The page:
Doctor of Philosophy (PhD)


Department of Biological Sciences

Document Type



Carbonic anhydrases (CAs) are zinc-metalloenzymes that interconvert two inorganic carbon (Ci) species, CO2 and HCO3-. In Arabidopsis thaliana, there are eight αCA genes, six βCA genes, three γCA genes, and two γCA-like genes. The majority of CA research in plants has focused on finding a link between CA activity and photosynthesis rates. Since the CA genes are expressed in different plant tissues and multiple CA isoforms are distributed among various organelles of the plant cell, I hypothesize that CAs facilitate CO2 diffusion among cell compartments and maintain Ci pools for carbon-requiring reactions by interconverting CO2 and HCO3-. This thesis focuses on the αCAs and βCAs of Arabidopsis and how they may affect various reactions throughout the plant. CA T-DNA insertion lines were used to determine if removing one or more CAs from Arabidopsis affects plant growth. As my first aim, the physiological roles of two plastid CAs, βCA1, and βCA5 were studied. The growth of the βca5 single mutant was severely stunted in ambient CO2 conditions, and high CO2 partially rescued wild-type growth in the βca5 plants. However, βca1 mutant plants grew like wild-type plants in ambient CO2. This is notable because βCA1 comprises nearly 1% of all soluble protein in the leaf. Also, βCA1 is expressed at much higher levels than βCA5 in leaves. Despite such high levels of βCA1 in the leaf, it was the βca5 mutant that showed a drastic growth reduction in ambient air. We hypothesize that it is the differences in tissue expression of βCA1 and βCA5 that explain these results. The lack of expression of βCA1 in roots suggests that root plastids have no CA activity when we eliminate βCA5 expression using gene disruption. This would then cause defects in important anaplerotic pathways requiring a carboxylase step that take place within plastids, like fatty acid biosynthesis. The lack of a plastid CA in the roots, therefore, leads to the very poor growth-phenotype of βca5 plants on ambient CO2. Here I present data demonstrating that βCA5 is supplying HCO3- required for anaplerotic pathways that take place in plastids, such as fatty acid synthesis. My second aim was to study the importance of cell wall and plasma membrane CAs, αCA2 and βCA4. For that, I used the cell wall and plasma membrane associated CA mutant line αca2βca4. The double mutant plants showed a significant reduction in growth when compared to wild-type plants when grown under low CO2 conditions. Interestingly, it seems the reduced growth of the αca2βca4 double mutant plants was linked to deficiencies in photosynthesis rates. These results suggest that CAs are playing more complex roles in plants than once thought and that the various isoforms are affecting different carbon-requiring pathways.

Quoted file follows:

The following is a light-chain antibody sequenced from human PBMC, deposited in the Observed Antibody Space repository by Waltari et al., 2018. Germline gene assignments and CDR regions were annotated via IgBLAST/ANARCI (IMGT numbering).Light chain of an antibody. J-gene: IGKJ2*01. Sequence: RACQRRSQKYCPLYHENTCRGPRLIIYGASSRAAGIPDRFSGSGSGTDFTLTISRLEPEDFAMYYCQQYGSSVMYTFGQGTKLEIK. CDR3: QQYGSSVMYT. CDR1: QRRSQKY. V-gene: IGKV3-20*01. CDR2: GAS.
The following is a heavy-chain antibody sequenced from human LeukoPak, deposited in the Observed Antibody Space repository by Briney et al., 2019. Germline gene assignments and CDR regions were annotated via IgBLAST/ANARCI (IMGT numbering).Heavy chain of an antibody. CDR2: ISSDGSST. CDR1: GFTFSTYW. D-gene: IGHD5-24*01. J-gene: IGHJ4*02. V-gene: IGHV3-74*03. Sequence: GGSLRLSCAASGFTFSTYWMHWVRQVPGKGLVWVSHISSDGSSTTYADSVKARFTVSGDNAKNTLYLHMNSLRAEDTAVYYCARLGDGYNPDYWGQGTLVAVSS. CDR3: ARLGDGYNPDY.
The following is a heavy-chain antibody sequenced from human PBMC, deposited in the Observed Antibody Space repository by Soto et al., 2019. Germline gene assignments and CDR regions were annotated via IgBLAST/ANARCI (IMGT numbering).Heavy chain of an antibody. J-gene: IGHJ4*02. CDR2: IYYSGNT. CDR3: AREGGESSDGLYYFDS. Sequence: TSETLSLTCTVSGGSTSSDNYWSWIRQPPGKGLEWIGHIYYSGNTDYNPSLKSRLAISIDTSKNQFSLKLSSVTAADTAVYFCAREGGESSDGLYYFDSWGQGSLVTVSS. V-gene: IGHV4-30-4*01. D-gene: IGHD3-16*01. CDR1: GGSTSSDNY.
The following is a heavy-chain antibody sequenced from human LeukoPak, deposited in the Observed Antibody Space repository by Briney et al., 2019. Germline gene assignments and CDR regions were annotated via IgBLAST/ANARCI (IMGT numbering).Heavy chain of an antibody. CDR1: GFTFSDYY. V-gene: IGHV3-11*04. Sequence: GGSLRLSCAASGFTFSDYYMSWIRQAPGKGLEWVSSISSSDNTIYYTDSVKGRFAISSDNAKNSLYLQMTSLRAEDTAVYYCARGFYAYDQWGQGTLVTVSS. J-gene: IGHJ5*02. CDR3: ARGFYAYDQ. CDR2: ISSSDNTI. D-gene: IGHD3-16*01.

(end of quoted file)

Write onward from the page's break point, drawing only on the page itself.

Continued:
Committee Chair

Moroney, James



Available for download on Tuesday, April 16, 2024